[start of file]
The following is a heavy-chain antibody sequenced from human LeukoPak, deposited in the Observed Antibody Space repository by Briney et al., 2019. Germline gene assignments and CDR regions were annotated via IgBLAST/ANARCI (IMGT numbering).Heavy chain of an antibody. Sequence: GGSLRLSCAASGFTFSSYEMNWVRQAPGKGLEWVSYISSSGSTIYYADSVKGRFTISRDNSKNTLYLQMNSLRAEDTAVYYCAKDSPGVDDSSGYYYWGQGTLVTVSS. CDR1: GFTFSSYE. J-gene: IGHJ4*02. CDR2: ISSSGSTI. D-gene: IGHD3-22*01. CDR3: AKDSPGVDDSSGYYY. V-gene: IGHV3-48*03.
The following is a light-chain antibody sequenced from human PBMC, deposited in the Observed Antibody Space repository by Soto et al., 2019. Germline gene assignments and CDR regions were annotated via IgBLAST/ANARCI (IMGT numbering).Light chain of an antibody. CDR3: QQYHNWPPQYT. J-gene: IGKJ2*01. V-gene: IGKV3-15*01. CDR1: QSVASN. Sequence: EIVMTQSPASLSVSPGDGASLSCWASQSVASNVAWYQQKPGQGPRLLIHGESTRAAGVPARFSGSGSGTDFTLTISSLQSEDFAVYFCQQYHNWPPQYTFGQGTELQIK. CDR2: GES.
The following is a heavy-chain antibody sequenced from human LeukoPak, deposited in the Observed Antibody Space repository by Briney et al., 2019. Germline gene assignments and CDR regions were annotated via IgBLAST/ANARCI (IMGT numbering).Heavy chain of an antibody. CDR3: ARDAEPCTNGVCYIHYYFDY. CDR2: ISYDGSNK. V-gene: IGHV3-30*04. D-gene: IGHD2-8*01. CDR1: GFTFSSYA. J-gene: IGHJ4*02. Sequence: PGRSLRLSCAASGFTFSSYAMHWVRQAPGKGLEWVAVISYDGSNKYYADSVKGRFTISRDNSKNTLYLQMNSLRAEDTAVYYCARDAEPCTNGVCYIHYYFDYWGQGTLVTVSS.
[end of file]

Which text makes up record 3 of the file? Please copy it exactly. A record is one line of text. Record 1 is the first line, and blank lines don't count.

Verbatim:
The following is a heavy-chain antibody sequenced from human LeukoPak, deposited in the Observed Antibody Space repository by Briney et al., 2019. Germline gene assignments and CDR regions were annotated via IgBLAST/ANARCI (IMGT numbering).Heavy chain of an antibody. CDR3: ARDAEPCTNGVCYIHYYFDY. CDR2: ISYDGSNK. V-gene: IGHV3-30*04. D-gene: IGHD2-8*01. CDR1: GFTFSSYA. J-gene: IGHJ4*02. Sequence: PGRSLRLSCAASGFTFSSYAMHWVRQAPGKGLEWVAVISYDGSNKYYADSVKGRFTISRDNSKNTLYLQMNSLRAEDTAVYYCARDAEPCTNGVCYIHYYFDYWGQGTLVTVSS.